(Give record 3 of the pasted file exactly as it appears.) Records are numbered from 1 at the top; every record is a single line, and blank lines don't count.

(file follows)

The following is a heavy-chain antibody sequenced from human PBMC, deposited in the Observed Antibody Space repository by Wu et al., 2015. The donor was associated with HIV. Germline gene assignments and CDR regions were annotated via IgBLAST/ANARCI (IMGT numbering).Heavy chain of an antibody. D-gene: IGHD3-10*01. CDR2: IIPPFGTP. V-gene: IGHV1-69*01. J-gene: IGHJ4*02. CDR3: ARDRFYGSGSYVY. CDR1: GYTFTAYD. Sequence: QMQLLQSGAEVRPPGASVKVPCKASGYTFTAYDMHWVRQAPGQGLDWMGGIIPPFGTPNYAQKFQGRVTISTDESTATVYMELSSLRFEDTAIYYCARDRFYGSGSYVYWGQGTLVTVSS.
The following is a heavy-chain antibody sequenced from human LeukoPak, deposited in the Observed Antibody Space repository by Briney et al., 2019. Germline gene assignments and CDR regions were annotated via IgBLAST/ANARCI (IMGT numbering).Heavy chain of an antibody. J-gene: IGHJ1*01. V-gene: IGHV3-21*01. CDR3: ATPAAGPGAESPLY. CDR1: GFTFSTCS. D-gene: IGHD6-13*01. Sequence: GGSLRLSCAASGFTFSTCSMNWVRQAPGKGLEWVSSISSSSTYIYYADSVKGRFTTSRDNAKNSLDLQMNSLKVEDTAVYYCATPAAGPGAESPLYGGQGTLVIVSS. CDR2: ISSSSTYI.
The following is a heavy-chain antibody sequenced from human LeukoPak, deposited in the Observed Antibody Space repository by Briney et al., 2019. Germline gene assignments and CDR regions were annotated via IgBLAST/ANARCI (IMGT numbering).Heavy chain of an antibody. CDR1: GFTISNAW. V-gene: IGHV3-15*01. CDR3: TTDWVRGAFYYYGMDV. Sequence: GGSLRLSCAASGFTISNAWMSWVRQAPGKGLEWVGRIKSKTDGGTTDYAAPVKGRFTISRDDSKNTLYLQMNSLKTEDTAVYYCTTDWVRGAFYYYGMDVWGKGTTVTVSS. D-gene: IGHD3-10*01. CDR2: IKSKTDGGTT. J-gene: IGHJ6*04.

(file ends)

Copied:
The following is a heavy-chain antibody sequenced from human LeukoPak, deposited in the Observed Antibody Space repository by Briney et al., 2019. Germline gene assignments and CDR regions were annotated via IgBLAST/ANARCI (IMGT numbering).Heavy chain of an antibody. CDR1: GFTISNAW. V-gene: IGHV3-15*01. CDR3: TTDWVRGAFYYYGMDV. Sequence: GGSLRLSCAASGFTISNAWMSWVRQAPGKGLEWVGRIKSKTDGGTTDYAAPVKGRFTISRDDSKNTLYLQMNSLKTEDTAVYYCTTDWVRGAFYYYGMDVWGKGTTVTVSS. D-gene: IGHD3-10*01. CDR2: IKSKTDGGTT. J-gene: IGHJ6*04.